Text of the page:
The Republicans have stated no vision (except to celebrate the founding fathers over and over again - that is not a forward looking view!) and keep on stating we are spending too much. That is true but how should we smartly deal with it. They are too quick to exempt Defense (25% of the budget)from any sane look and want to keep the tax break tap flowing freely running into large corporations and the very wealthiest of our citizens. How can that be a sane approach even if they repeat over and over and over again.

Who do you think will make the nation more competitive given what we know about the world today?

Posted by: FoundingMother | January 26, 2011 1:49 PM

I really don't see where this opinion is comming from. The speech was not only electrifying, but perhaps overly so (lacking on details and tough choices). Maybe "inside the room", attendees prefer boisterous cheering within their party; but, outside the beltway most of us are turned off by rah-rah politics. My heart swelled to see individual congressmen show bi-partisan enthusiasm.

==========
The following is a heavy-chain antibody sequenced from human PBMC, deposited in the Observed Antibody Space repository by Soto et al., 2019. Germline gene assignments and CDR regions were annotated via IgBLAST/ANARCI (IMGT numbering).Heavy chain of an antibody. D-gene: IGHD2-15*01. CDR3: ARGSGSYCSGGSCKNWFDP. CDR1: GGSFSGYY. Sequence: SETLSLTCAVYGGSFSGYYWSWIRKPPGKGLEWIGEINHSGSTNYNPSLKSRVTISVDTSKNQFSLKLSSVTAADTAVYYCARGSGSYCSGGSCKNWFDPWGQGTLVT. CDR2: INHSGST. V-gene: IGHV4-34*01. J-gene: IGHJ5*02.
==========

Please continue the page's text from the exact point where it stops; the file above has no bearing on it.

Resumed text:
Posted by: skeptik3 | January 26, 2011 1:26 PM


Looks like you are off with your list to good start at writing a needed government regulation to make abortions safe and sanitary for women yet restricted to legal ones within our current laws. He was arrested for a reason: he was not following the current law.

Posted by: FoundingMother | January 26, 2011 1:10 PM

Maybe Obama didn't discuss abortion because of the abortionist in Philly who is being charged with murder. Just a thought. Oh, btw, for those who missed it:

"...after officials raided his abortion business following the woman’s death and discovered a “shop of horrors” filled with bags of bodies and body parts of deceased unborn children and babies killed in infanticides.

Authorities searching the facility last year found bags and bottles holding aborted babies scattered around the building, jars containing babies’ severed feet lining a shelf, as well as filthy, unsanitary furniture and equipment.

Gosnell, who used a method of live birth abortion to birth babies and snap their spinal cords with scissors, was arraigned and held without bail and two of Gosnell’s unlicensed and untrained staff, Adrienne Moton and Lynda Williams, who allegedly assisted him in the gruesome killings at his Women’s Medical Society abortion business were also arraigned and held without bail."

Posted by: Azarkhan | January 26, 2011 12:15 PM